unusual C11-compounds in cassie

Acacia (Mimosa)
Acacia dealbata var. dealbata (Mimosaceae) Wattle
Acacia farnesiana (Mimosaceae) Cassie
Mimosa pudica (Mimosaceae) Sensitive mimosa
The stamens of the composite Mimosacean flowers are usually longer than the petals so the flowers look like small woollen globules. The yellow 'mimosas' of the florist shops are actually acacias, as true mimosas never have yellow flowers. An example of a true mimosa is the sensitive mimosa, Mimosa pudica, famous for closing its leaflets rapidly upon touching (lower photos).
Many acacias have fragrant flowers. Two species, A. decurrens var. dealbata (upper photos) and A. farnesiana are utilized in perfumery.
The flowers of A. farnesiana, or cassie, yields an absolute having an extremely warm, powdery-spicy and at the same time herbaceous and floral odor with a deep and very tenacious cinnamic-balsamic undertone - according to Arctander. It has been reported to contain anisaldehyde, benzoic acid, benzyl alcohol, butyric acid, coumarin, cresol, cuminaldehyde, decanal, eicosane, eugenol, farnesol, geraniol, 2-hydroxyacetophenone, methyleugenol, methyl salicylate, nerolidol, palmitic acid, salicylic acid, and alpha-terpineol [184]. Demole et al. discovered some unusual odoriferous C-11 compounds in cassie: (Z)-3-methyl-3-decen-1-ol, (Z)-3-methyl-3-decenoic acid and (E)-3-methyl-4-decenoic acid [185].
A new trend in luxury perfumes is 'vintage editions' based on exceptional harvests. A supreme bloom of mimosas (acacias) in southern France in the spring of 2005 was made into an absolute of outstanding quality, used in Amarige - Grasse mimosa 2005 harvest (Givenchy).


karanones in Agarwood
photo courtesy of Robert A. Blanchette, University of Minnesota    
Aquilaria agallocha, A. malaccensis (Thymelaeaceae) Eaglewood, Aloe, Oud
The genus Aquilaria is found in the triangle enclosed by Bengal, Hong Kong and New Guinea, and consists of about 15 species of trees and bushes. Trees of A. agallocha, A. malaccensis and related species sometimes become infected with a mould, Phialophora parasitica, and react by producing an aromatic resin. The dark resinous heartwood from these forest trees is called agarwood, eaglewood, aloe or oud. It has an elegant, sweet-woody odour of varying character, and is one of the oldest and most famous incense materials of the Far East. The finest quality is called Kanankoh (Kyara in Japanese).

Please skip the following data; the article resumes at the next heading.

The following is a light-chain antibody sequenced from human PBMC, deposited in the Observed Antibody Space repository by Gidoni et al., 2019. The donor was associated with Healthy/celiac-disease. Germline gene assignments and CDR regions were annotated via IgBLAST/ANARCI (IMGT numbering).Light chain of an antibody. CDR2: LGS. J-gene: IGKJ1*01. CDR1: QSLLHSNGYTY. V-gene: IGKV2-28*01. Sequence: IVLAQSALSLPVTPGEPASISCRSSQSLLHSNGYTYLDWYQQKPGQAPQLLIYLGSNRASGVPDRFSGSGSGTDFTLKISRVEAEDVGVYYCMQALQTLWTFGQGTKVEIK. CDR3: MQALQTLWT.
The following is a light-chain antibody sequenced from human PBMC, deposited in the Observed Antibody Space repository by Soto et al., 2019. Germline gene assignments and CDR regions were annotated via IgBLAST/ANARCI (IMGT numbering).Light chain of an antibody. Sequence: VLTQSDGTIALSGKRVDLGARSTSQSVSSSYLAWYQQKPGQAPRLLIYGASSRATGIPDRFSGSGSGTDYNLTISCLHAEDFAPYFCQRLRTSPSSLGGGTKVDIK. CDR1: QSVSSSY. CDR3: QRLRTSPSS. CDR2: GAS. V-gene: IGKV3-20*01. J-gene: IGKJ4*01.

The Chinese marketed and imported agarwood thousand of years before the Europeans came to know about it. The 'aloe' of the New Testament (Joh. 19:39) might have been agarwood. In Japan, a ceremony called Kodo lets the participants experience the scent from small, heated pieces of agarwood, each with a different character and an accompanying anecdote.
Recently there has been a growing demand for agarwood. The wild trees are very rare, having been severely over harvested, but the oil is now making a comeback due to the foresight of a few families in Assam who are planting large plantations of the tree. Several other national initiatives are in progress to make this precious resource available through cultivation. Samples of agarwood oil extracted by supercritical CO2 from the oleoresin of cultivated trees are available from Eden Botanicals. It is one of the most expensive of all essential oils.
The odour-determining chemical constituents of agarwood are a multitude of oxygenated sesquiterpenes. The two shown karanones seem to be important for the 'Oriental' and fumigating character of agarwood [1].
A comprehensive bibliography on agarwood can be found at Cropwatch.
The perfume M7 (Yves Saint Laurent 2002) is declared to include agarwood oil.

eugenol and 1,8-cineole


Pimenta dioica (Myrtaceae)
Soon after the discovery of America, Spanish explorers noted that the Mexican Indians used the berries from a certain bush in their warm cocoa drinks to enhance its flavour. They had to do with the fruits of a member of the Myrtle family, now known as allspice, a spice "with a flavour resembling clove, pepper as well as cinnamon", as the encyclopaedia says. The mature, unripe berries are dried and used, mostly ground, in sausages, pickles and Christmas cookies. Jamaica is one of the major exporters.